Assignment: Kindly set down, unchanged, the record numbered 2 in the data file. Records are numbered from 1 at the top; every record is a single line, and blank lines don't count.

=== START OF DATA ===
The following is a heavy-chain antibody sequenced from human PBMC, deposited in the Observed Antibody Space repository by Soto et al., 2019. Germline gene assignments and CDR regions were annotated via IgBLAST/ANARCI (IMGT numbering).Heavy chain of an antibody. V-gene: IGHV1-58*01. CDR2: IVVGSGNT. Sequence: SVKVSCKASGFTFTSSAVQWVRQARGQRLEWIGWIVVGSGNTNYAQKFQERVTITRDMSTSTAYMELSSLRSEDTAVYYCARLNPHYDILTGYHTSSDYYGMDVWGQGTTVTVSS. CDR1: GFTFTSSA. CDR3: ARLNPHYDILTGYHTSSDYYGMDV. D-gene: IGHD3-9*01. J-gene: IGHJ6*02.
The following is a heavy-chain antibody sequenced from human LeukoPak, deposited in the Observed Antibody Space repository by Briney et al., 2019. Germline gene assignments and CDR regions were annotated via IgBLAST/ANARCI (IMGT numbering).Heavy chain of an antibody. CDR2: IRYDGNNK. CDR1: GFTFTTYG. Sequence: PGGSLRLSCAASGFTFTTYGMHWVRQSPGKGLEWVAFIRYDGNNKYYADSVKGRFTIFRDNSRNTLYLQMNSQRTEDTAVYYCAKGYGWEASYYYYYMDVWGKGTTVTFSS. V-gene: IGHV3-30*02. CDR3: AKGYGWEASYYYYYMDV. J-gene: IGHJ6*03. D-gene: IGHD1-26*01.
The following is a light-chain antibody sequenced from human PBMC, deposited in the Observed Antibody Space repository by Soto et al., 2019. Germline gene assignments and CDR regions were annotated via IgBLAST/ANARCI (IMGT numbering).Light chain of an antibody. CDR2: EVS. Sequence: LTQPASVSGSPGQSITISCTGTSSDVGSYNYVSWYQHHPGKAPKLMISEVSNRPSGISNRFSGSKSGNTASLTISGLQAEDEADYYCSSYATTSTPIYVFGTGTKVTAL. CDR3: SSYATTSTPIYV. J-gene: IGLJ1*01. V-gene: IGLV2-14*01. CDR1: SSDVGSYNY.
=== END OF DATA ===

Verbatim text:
The following is a heavy-chain antibody sequenced from human LeukoPak, deposited in the Observed Antibody Space repository by Briney et al., 2019. Germline gene assignments and CDR regions were annotated via IgBLAST/ANARCI (IMGT numbering).Heavy chain of an antibody. CDR2: IRYDGNNK. CDR1: GFTFTTYG. Sequence: PGGSLRLSCAASGFTFTTYGMHWVRQSPGKGLEWVAFIRYDGNNKYYADSVKGRFTIFRDNSRNTLYLQMNSQRTEDTAVYYCAKGYGWEASYYYYYMDVWGKGTTVTFSS. V-gene: IGHV3-30*02. CDR3: AKGYGWEASYYYYYMDV. J-gene: IGHJ6*03. D-gene: IGHD1-26*01.